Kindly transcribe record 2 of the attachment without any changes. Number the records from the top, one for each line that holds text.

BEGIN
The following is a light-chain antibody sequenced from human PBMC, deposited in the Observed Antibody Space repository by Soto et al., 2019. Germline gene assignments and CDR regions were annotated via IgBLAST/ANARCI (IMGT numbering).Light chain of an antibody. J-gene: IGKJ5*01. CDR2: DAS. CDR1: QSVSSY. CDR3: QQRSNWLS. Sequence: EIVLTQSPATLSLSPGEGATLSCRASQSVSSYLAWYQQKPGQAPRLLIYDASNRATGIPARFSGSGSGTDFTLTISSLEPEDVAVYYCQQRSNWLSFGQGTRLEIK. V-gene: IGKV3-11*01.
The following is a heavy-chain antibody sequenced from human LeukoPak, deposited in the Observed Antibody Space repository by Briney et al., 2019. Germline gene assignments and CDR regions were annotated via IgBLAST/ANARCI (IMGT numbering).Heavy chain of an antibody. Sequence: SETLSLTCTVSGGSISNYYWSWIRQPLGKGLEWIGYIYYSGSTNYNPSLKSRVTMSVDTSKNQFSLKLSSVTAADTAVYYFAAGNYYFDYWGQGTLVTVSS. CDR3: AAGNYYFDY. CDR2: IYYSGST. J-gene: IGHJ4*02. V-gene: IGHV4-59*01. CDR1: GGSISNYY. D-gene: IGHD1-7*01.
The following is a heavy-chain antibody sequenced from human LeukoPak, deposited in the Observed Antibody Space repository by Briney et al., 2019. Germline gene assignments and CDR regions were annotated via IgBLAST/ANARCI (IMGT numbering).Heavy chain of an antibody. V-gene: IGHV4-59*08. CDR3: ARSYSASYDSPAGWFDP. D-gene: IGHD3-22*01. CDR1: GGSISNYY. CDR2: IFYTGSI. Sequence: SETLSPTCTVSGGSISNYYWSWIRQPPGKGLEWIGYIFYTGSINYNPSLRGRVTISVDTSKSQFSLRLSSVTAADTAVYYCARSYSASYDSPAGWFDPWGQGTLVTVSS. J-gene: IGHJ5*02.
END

The following is a heavy-chain antibody sequenced from human LeukoPak, deposited in the Observed Antibody Space repository by Briney et al., 2019. Germline gene assignments and CDR regions were annotated via IgBLAST/ANARCI (IMGT numbering).Heavy chain of an antibody. Sequence: SETLSLTCTVSGGSISNYYWSWIRQPLGKGLEWIGYIYYSGSTNYNPSLKSRVTMSVDTSKNQFSLKLSSVTAADTAVYYFAAGNYYFDYWGQGTLVTVSS. CDR3: AAGNYYFDY. CDR2: IYYSGST. J-gene: IGHJ4*02. V-gene: IGHV4-59*01. CDR1: GGSISNYY. D-gene: IGHD1-7*01.